He flew the hybrid aircraft over the water at 50 ft (15.2 m) but without getting any higher. One of the most relevant anecdotes of the flight was that Jannus had to land for a moment to adjust the misfiring engine of his aircraft before being able to continue to the final destination in Tampa.

He was also known for giving flying exhibitions, flying tests, and training other pilots. In fact, Jannus died on October 12th of 1916 when his airplane crashed into the Black Sea while he was training Russian pilots.

And what was the first US commercial airline then?

As we said, there are some who believed Western Air Express was the first airline to come to life. However, it is difficult to argue that the St. Petersburg-Tampa Airboat Line could be considered the mother of all airlines.

If we take a look at the numbers during its short four-month existence, the organization had a quite profitable and healthy business.

The line flew two times daily, six days every week. They charged a regular fare of $5 per passenger, equivalent to around $140 today, and $5 for 100 pounds of freight. According to the records, tickets were sold out 16 weeks in advance. Then Benoist added a second airboat and new routes were covered to nearby cities like Sarasota, Bradenton, and Manatee. Roger Jannus, Tony’s brother was also hired as the second pilot.

Clearly, these are facts that make the organization look like a regular airline, especially if we consider the moment in history when it operated.

Although the airline only operated for nearly four months, it moved a total of 1,205 passengers. If you are wondering what happened and why did the airline disappear, the answer is that Florida’s winter residents began heading back north in late March and passenger interest declined quickly.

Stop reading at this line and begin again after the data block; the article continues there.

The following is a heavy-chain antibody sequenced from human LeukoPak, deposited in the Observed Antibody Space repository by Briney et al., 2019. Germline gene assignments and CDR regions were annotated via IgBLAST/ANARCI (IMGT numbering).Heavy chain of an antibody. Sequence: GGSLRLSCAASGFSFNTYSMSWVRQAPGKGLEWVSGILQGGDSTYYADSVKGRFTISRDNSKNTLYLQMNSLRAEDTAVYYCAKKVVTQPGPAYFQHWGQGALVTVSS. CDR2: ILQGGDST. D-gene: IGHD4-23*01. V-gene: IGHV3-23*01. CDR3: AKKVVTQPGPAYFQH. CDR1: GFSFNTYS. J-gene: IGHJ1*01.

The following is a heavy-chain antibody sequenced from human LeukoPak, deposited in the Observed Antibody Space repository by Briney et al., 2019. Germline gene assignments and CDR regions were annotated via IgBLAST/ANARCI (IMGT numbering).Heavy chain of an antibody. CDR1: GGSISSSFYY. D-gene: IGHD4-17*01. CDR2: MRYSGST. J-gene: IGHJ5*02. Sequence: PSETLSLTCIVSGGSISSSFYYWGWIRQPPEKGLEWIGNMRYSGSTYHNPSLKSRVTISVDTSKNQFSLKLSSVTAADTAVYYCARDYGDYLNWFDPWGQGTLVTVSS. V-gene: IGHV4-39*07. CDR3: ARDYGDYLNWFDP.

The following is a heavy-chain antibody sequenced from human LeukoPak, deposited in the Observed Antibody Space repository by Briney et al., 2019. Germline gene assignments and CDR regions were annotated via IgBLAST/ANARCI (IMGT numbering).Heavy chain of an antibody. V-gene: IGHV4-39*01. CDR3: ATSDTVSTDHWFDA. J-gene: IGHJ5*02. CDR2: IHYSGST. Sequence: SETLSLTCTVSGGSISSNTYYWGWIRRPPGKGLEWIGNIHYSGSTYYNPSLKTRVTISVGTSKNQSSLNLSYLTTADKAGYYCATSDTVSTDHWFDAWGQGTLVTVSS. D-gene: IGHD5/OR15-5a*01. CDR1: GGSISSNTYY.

Western Air Express Fokker F.10 aircraft parked on a tarmac of an airport.
Image source: SDASM Archives

Western Air Express

Of course, we cannot leave Western Air Express aside in this story. As we said, many consider, including researchers in birthofaviation.org, that the airline offered the first scheduled airline passenger service in 1926 connecting Salt Lake City with Los Angeles.

According to a certificate in the birthofaviation.org collection, Mr. Ben F. Redman of Salt Lake City, Utah was the first official passenger, and Jimmy James the first pilot.

The organization also boasts of having a postcard commemorating the First Anniversary of the inaugural airmail flight of Western Air Express. On this postcard, the airline states being “the world’s first economically successful air transportation system”.

In any case, what is true is that commercial aviation was still very expensive at the time, so having a profitable business with a constant cash flow was definitely something to be proud of. It was not until the moment when the Second World War ended that manufacturing plants helped to make this scheduled service more accessible for any paying passenger.

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Carlos Collantes
Carlos Collantes
A mechanical engineer and aviation enthusiast dedicated to share some knowledge by creating top-notch content, especially in engineering and aviation topics.